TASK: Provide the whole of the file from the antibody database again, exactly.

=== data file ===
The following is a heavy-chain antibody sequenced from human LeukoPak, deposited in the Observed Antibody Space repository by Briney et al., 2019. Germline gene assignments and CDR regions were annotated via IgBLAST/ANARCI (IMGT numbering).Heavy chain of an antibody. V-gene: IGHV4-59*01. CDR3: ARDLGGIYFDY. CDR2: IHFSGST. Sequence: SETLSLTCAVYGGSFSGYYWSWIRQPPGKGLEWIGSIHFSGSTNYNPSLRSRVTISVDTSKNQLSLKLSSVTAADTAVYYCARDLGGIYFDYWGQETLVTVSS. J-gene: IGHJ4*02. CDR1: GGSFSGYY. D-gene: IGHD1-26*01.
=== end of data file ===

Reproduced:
The following is a heavy-chain antibody sequenced from human LeukoPak, deposited in the Observed Antibody Space repository by Briney et al., 2019. Germline gene assignments and CDR regions were annotated via IgBLAST/ANARCI (IMGT numbering).Heavy chain of an antibody. V-gene: IGHV4-59*01. CDR3: ARDLGGIYFDY. CDR2: IHFSGST. Sequence: SETLSLTCAVYGGSFSGYYWSWIRQPPGKGLEWIGSIHFSGSTNYNPSLRSRVTISVDTSKNQLSLKLSSVTAADTAVYYCARDLGGIYFDYWGQETLVTVSS. J-gene: IGHJ4*02. CDR1: GGSFSGYY. D-gene: IGHD1-26*01.